Wednesday, July 14, 2010

Race to the Top

For my introductory blog post, I wanted to comment on the plans in congress to defund part of  "Race to the Top" in favor of a giveaway to the states to save teaching jobs.

I support President Obama's Race to the Top initiative. The effort  is an attempt to use a competitive grant process to get states to institute long needed reforms to public education. The program is documented here:

In particular, Ohio will get access to RttT funds based on our willingness to implement the components specified in this application. In general, the President believes that we should ease limitations on charter schools, look for innovation in how teachers are paid and evaluated, develop common standards and assessments and expand the use of data (particularly long term data) in evaluating teacher, school and district effectiveness.

Sometimes, it seems that any attempt to objectively assess teacher performance and use such assessment to inform compensation and retention decisions is unacceptable to the National Education Association, which is why they issued a vote of "no confidence" for RttT. It is obviously inappropriate to measure a teacher's effectiveness solely based on test scores, but the RttT initiative is designed to figure out what works - and what might get the consent of the unions. I was disappointed in NEA's decision not to embrace the administration's initiative as there is no serious argument that can be made that the optimal way to pay teachers is using the sole criteria of longevity and degrees earned, two items which study after study have shown have little or no impact on a teacher's ability to get the job done.

Still, despite the NEA opposition, about 50% of Ohio's districts have signed on to such reforms. Why? Because the federal government is offering a boatload of money for districts who commit to implementation. How much money? Around 4,500,000,000 (4.5 Billion dollars) will be available and most of that will funnel down to individual school districts. In Worthington, we stand to gain around $500K over a 4 year period to do things we probably would have done anyway.

Now, along comes Rep. David Obey (D-Wisconsin). Rep. Obey is concerned that states may have to lay off teachers because of rapidly deteriorating state budgets so he inserted a provision into a war spending bill that would give 10,000,000,000  (10 billion)  dollars to the states with absolutely no strings attached, no requirement for reform and no need to implement any of the President's education agenda. Rep. Obey decided to pay for some of that 10 Billion Dollars by reducing the amount of the RttT initiative.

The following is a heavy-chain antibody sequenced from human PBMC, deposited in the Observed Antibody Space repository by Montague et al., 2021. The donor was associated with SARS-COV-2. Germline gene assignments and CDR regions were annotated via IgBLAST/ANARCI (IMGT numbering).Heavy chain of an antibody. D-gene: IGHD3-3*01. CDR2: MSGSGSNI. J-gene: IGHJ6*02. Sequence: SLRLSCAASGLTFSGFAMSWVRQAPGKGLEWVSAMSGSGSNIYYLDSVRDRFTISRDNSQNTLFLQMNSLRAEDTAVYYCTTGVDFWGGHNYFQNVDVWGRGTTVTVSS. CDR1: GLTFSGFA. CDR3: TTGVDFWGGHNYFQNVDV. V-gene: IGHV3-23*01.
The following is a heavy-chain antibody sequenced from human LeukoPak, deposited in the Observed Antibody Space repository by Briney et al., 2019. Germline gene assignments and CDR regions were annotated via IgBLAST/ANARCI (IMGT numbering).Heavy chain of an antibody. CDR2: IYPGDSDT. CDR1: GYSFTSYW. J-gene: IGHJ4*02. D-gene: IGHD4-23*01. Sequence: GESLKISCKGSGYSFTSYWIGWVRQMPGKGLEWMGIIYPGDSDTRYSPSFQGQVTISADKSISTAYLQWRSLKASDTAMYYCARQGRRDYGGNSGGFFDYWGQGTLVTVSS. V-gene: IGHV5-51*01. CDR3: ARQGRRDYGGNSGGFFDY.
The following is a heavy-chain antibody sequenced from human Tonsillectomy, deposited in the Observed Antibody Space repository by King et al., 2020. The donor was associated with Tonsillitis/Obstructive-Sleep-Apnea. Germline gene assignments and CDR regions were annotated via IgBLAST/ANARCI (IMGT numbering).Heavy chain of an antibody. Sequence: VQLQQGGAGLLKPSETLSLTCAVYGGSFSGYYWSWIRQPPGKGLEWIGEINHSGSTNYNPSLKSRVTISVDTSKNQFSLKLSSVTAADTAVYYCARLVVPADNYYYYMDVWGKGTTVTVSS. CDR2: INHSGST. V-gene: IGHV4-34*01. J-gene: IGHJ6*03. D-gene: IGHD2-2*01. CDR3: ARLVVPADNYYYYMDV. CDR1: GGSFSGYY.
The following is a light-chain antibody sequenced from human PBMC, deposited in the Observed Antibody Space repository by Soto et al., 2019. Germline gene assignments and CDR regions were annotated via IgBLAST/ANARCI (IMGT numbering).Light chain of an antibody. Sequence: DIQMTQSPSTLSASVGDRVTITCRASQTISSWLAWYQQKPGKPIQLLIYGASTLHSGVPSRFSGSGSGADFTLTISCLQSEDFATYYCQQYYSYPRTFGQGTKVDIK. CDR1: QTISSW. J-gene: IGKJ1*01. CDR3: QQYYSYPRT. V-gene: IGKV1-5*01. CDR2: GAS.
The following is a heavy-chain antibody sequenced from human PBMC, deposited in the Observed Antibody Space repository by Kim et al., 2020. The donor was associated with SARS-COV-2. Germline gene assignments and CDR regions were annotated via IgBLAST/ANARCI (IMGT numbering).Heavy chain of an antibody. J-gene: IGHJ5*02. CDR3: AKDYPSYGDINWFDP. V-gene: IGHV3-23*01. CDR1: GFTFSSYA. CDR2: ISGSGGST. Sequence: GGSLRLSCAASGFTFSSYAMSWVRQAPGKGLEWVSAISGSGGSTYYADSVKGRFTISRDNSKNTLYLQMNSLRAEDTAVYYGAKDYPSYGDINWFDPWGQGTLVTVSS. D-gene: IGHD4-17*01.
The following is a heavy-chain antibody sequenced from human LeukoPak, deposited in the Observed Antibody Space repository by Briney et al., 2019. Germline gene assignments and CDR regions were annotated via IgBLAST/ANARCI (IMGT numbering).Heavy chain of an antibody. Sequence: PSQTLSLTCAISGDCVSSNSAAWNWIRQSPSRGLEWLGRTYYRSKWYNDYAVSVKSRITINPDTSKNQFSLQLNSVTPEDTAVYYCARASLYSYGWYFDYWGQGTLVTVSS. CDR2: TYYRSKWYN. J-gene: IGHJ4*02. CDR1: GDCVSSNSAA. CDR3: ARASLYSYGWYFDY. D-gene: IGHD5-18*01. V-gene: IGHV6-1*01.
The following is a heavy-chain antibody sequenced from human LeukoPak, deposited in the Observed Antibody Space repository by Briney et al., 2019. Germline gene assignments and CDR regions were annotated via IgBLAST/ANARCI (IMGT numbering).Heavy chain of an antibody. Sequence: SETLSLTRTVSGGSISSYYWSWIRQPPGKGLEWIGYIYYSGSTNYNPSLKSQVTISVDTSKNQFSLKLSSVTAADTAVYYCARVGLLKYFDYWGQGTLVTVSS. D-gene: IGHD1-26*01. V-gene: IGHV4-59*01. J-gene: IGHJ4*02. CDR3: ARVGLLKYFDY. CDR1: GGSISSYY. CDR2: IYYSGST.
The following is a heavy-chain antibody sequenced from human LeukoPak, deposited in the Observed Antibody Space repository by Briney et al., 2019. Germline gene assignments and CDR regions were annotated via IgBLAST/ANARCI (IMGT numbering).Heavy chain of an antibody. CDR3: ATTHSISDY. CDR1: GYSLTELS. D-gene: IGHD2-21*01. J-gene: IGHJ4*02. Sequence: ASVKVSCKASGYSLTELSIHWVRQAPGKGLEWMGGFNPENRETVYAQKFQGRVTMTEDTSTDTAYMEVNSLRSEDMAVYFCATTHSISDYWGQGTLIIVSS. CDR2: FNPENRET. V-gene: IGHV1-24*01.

To recap, President Obama proposes spending 4.5 Billion Dollars in competitive grants to get states to implement much needed education reforms. States like Ohio and districts like Worthington engage with their unions and agree on a blueprint for implementation. Ohio submits a grant application and will in all likelihood get the grant. Rep. Obey and other congressional democrats then decide to offer twice the amount without requiring the reforms. It is as if you try to get your kid to do her homework by offering her a trip to Zoombezi bay and then, an hour later, telling her to forget the homework and Zoombezi bay, you're going to Disneyland!

I think Rep. Obey is being short sighted. He is willing to trade an important education reform initiative for a one year delay in state governments having to make the structural changes that are required to balance their budgets. That's not a very good trade. Race to the Top is an important step in the right direction. Rep. Obey and the House Democrats should leave it alone.


  1. Marc:

    Good to see you start a blog. Your wisdom benefits not only the people of your school district, but also your colleagues on other school boards.

    I completely agree with your perspective on the Obey legislation. For those who believe that the recent Supreme Court opinion granting corporations the right to spend as they wish on campaign contributions was a move to turn politics over to 'big money interests,' take a look at the kind of political power the unions - in particular the public education unions - already have.

    And contrary to what the bumper stickers say, corporations are people too. They are owned by people, they employ people, and they pay taxes. If it's okay for union leaders to decide how to spend the money they collect, it should be okay for corporate boards to decide how to spend their shareholders' money.

    Paul Lambert
    Member, Board of Education
    Hilliard City Schools

  2. Marc, you need to do a little more studying up on the history of public ed. in this country. Start with John Gatto's book.